Every one of these characters stands head and shoulders above the Tolkien-derived nonsense found in many videogame RPGs (often hampered by their unflinching submission to a single interpretation of what a “fantasy” setting is.) This is vital for a party-based RPG, as the functions of its sidekick characters are essentially limited to providing the main player with additional attacks, dialogue options and quest choices. When a player adds a generic wizard to his party, he is already more than halfway toward knowing the sort of attacks and plot choices it will ultimately unlock. Meeting uniquely written characters throws the player off-guard; it confounds expectations and forces him to make assessments based on the character presented before him, rather than prior genre knowledge. By avoiding cliché and subverting convention, Anachronox greatly enhances these functions.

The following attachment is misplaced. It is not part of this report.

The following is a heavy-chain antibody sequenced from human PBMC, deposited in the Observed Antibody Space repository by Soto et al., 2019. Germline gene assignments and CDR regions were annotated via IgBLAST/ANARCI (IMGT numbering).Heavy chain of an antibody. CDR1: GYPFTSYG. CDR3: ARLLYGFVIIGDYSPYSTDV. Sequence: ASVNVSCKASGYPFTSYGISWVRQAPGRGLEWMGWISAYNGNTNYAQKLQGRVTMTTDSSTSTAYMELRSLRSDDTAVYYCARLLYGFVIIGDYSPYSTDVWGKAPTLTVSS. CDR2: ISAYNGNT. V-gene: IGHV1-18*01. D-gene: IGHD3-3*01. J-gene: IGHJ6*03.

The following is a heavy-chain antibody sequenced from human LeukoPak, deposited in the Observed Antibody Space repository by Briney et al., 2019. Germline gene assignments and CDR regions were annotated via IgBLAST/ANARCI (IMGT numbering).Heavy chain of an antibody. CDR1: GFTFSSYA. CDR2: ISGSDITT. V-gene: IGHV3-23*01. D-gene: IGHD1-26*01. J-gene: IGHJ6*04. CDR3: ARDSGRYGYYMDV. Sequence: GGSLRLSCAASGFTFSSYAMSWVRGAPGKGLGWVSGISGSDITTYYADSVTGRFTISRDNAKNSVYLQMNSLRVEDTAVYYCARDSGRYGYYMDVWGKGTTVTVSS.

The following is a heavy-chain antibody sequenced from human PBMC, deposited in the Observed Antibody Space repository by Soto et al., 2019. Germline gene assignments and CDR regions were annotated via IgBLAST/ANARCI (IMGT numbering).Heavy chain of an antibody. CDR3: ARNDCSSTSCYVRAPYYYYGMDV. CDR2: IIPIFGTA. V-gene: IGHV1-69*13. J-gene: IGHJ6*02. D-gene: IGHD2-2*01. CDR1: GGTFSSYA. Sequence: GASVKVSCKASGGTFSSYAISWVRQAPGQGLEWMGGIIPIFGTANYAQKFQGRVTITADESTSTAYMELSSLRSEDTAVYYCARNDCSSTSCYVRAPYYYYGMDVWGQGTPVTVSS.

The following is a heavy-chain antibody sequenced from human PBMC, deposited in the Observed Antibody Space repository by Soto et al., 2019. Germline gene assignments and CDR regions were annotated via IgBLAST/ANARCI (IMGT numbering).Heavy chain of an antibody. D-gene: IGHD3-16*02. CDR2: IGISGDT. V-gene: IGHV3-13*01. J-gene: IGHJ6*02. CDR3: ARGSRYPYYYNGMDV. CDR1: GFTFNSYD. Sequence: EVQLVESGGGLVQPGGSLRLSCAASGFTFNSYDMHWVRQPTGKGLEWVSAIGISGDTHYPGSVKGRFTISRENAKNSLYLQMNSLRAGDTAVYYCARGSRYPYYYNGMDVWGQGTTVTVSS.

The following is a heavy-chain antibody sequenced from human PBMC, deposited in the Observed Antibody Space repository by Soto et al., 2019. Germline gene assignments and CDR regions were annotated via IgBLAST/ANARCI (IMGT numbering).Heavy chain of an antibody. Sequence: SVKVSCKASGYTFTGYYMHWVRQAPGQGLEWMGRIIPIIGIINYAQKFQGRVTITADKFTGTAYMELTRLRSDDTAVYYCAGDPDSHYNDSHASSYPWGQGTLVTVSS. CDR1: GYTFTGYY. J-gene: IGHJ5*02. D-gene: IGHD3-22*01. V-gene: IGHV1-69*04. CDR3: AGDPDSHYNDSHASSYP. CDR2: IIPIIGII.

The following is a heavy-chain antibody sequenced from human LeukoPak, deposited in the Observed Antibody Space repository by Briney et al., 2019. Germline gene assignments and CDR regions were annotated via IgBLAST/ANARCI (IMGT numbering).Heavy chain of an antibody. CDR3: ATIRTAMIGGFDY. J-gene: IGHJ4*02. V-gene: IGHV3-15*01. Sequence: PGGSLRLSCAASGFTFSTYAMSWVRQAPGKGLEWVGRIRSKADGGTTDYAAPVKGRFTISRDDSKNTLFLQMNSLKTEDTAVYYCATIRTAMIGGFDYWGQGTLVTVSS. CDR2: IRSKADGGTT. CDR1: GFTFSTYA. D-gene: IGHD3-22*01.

In so many RPGs of this type, party members are selected by players on the basis of their job or what skills they offer, because that is all that defines their character. In Anachronox, players decide which characters they enjoy spending virtual time with. It’s not a decision based on crude statistics, but one based on empathy.
In Anachronox, one of my choices would always be Democratus.